The government has announced plans to phase out 14-seater matatus in favour of larger vehicles in a bid to ease congestion on Kenyan roads. Some 45,000 of the small, privately owned minivans otherwise known as Nissans after their Japanese manufacturer currently serve routes across the country, providing employment for 90,000 mostly young men and the preferred means of transportation for 75 per cent of public transport users in Kenya. Many operate from bases in and around Nairobi city centre.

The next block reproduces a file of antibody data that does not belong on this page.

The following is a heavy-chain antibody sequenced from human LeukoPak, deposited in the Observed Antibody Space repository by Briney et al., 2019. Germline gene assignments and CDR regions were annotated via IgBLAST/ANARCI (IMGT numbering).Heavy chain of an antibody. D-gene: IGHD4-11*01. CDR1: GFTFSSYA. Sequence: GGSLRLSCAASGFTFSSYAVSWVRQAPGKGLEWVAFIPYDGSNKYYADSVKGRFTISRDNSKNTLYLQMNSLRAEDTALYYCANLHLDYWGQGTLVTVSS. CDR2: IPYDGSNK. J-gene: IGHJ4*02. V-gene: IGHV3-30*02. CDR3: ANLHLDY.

The proposal has been criticised by matatu operators, who reject claims that the 14-seaters are responsible for congestion, blaming poor roads and traffic management instead. They have also expressed concern at the greater cost of hiring or purchasing the 25-seater replacements, with the result that many small entrepreneurs could find themselves out of business.
The plans follow the introduction of tough new road rules three years ago in an attempt to rein in buses and matatus in particular. Matatus are often overcrowded, drive fast and frequently crash, contributing to the toll of around 3,000 road deaths countrywide each year.
Interested parties are due to meet to discuss details of the changeover, for which no timetable has been given.